5. Mobile developers. Stop the presses: Mobility is hot. Specifically, IT pros with legit mobile development skills can effectively call their own shots right now. Hart of Eliassen points to mobile as a job category that essentially has negative unemployment: There are more open positions than qualified people to fill them.
"While there have been plenty of early adopters, many companies are just starting to figure out how to either enhance access or boost sales, related to their product and service offerings," Hart says. "Mobile application developers are in great demand, and this will continue for some time to come. If you're looking to secure your employment status for the long-term, enhance your mobile app development skills."
6.The "old" reliables: .NET and Java developers. Sticking with the development side of IT, Cullen of Modis expects .NET and Java programmers to have no trouble finding work in 2014. The two platforms remain ubiquitous in application development. They're "going to remain relatively hot," he predicts.
7. Business Analysts (BAs) and Project Managers (PMs). Cullen said his firm's clients continue to seek qualified BAs and PMs for their IT organizations. Both are "old" job titles. What's changing, Cullen said, is that employers are increasingly seeking very specific experience and skills in those roles. "What companies are looking for, instead of just bringing in a generic BA or PM, they're looking -- particularly in the financial services sector -- for some real specific areas," Cullen said. For example, "derivatives experience, capital markets experiences, low latency-high frequency experience -- they want skills very specific to a type of application in those areas."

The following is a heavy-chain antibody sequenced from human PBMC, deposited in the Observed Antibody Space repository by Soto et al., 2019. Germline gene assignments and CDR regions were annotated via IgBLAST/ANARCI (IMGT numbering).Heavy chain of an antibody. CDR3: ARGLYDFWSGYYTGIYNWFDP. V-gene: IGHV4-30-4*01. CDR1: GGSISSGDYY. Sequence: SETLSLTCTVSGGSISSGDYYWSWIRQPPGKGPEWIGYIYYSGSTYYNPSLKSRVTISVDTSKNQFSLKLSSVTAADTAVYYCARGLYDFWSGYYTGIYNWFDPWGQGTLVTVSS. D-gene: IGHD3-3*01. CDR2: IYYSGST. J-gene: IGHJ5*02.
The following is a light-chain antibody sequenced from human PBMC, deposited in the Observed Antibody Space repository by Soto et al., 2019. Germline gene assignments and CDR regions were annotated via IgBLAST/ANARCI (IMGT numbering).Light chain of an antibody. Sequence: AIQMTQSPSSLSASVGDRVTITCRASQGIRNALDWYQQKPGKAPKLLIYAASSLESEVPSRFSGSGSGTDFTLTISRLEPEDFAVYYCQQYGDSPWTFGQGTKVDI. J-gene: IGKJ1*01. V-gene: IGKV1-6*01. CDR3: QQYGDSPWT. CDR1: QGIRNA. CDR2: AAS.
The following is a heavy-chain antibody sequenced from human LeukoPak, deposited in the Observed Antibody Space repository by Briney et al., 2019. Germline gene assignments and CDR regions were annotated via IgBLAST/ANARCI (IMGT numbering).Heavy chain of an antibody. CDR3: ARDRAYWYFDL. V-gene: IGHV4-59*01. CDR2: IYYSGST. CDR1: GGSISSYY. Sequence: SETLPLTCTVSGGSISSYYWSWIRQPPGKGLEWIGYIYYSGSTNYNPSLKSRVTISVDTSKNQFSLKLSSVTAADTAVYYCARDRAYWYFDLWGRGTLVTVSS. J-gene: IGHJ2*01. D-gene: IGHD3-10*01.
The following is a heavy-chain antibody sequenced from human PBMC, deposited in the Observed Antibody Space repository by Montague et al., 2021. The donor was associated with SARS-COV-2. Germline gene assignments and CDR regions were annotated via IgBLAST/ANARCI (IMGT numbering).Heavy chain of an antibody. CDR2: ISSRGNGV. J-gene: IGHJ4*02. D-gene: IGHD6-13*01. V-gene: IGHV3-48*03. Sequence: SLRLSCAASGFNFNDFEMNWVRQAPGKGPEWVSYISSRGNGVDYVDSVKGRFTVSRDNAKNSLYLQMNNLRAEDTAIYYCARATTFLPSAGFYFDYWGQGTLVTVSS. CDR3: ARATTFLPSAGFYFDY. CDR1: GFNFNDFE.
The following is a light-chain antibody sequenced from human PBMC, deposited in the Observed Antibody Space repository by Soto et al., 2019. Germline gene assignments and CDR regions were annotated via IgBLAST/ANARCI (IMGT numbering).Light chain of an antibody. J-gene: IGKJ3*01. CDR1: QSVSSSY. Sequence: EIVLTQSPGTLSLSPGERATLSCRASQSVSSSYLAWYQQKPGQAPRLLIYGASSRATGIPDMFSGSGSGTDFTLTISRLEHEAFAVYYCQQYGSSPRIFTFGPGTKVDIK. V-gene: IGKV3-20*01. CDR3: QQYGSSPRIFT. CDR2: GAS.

8. Small and midsized business (SMB) IT pros. This one's not so much a skill set as a growing employer pool. Cullen said Modis's SMB accounts have robust hiring plans heading into the new year. "Companies that used to have maybe a one- or two-person IT staff are expanding that to four or five." He attributes that expansion to several factors: business growth, competitive advantages, and -- perhaps most of all -- more SMBs figuring out how IT investments can help them cut costs in other areas of their organizations. In other words: SMBs aren't necessarily adding headcount overall, but instead are redirecting existing resources into IT -- welcome news for job-hunters.
What's not hot? Traditional telecommunications roles will shrink as more and more businesses move into cloud environments, according to Cullen. (Cloud computing, meanwhile, can be a lucrative career path.)
Cullen also says IT pros with Oracle and SAP skills may find a flatter job market next year. He points to the expensive, cyclical, and sometimes slow-moving nature of large enterprise software deployments as the reason: 2014 may simply be a quieter year for internal enterprise application projects.
"The demand for Oracle and SAP -- I can't say it's gone dramatically down. But it's not as robust as some of the other areas," says Cullen. "A lot of these companies over the past two years have invested in their enterprise [applications], so maybe it's going to be a little bit less of an investment on that side [in 2014], as opposed to a big increase in investment on their web side."
Kevin Casey is a writer based in North Carolina who writes about technology for small and midsized businesses.
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